Jonathan Serjeant is our Director for Creative Partnerships. Read his personal reflections on our change in identity and the purpose of his and Here’s work.
The journey to “Here” has connected and involved many of the people who work together at what was until recently Brighton and Hove Integrated Care Service – BICS.
BICS began as three people – me, Zoe Nicholson and Peter Devlin – believing we could support a group of people to deliver a purpose that matters. We were not just happy to live in a changing environment – but also wanted to challenge ourselves to be driven by a clear sense of purpose. This created an evolving, lively and unconstrained melting pot of ideas and ambition. “Here” releases our ambition to make a difference for people. Our job now is to create the environment to turn the combined energy into successful leadership journeys for all of us who are Here – individually and collectively.
For me personally, a creative environment requires four personal commitments:
- Deep Listening
- Moral Intelligence
- Developing my capacity for radical transformation
By participating in the 18-month exploration which we undertook to “repurpose” BICS, I was able to spend reflective time to understand my personal contribution. Understanding my commitment to our purpose and the people who we work with enables me to support others to be successful. My personal impact is delivered by being present in the moment, helping others discover their human journey of leadership, and being “Here” embodies how it feels to deliver this.
Stepping into our new identity will be defined by our actions rather than putting a stamp on our behaviour. As a team we have been working beyond our original intentions of nine years ago – when we founded BICS – for some time. Our reach and impact on people’s daily lives includes and reaches beyond Brighton, Sussex and the UK. Our customers and collaborative partners work in many parts of the country. It would be a mistake to confine the definition of our work to a geographical location, as we attempt to learn from and change communities and cultures of care, that can spread to others.
“Here” is free of obvious definition. “Here” makes it possible for each person to have a personal connection to our name. “Here” creates the possibility to have fun whilst connecting and communicating our new name to others. My experience is that the name supports conversation, informality and pleasure – all important components of successful organisations.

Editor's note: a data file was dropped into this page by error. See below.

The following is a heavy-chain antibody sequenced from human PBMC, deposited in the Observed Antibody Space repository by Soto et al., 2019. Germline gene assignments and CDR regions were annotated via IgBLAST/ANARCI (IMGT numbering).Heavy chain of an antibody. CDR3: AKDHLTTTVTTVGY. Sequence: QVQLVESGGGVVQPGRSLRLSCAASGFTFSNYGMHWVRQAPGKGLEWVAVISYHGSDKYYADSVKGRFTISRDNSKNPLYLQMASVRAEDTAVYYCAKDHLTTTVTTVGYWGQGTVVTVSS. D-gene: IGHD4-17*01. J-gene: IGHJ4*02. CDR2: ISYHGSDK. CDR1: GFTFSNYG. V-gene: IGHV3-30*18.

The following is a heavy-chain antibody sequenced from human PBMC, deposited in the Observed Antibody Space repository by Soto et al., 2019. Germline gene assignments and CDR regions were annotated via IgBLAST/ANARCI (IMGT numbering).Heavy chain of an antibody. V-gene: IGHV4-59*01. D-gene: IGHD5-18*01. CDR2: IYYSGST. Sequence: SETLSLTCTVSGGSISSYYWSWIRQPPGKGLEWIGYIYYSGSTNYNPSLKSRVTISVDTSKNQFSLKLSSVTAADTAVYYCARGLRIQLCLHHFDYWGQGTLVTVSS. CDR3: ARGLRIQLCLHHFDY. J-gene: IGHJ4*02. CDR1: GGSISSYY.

It has been 25 years since I started studying medicine, at the time the Hippocratic Oath had been updated to include:
“I will remember that there is an art to medicine as well as science, and that warmth, sympathy and understanding may outweigh the surgeon’s knife or the chemist’s drug”
At the same time evidence-based medicine gathered pace and embedded into our culture. With the belief we were creating a standardised, safer place for people to access care, we have created guidelines and protocols for the care we give to people at the expense of the basic human interaction of listening, observing, and communicating. The “art of medicine” has been replaced by algorithms, best practice, and industrialised systems of care, with the result of decreasing trust and increasing legal fees.
Being “Here” for people on an individual and human level, I am holding the possibility that we may be able to show that there are simpler answers than those we have designed.
You may also like
15.05.2017 | by Tom Bell
'Ordinary Leadership' - Using creativity and collaboration to explore what it means to care
20.03.2017 | by Peter Devlin
Help me, or fix me? The power of generative listening in the GP consultation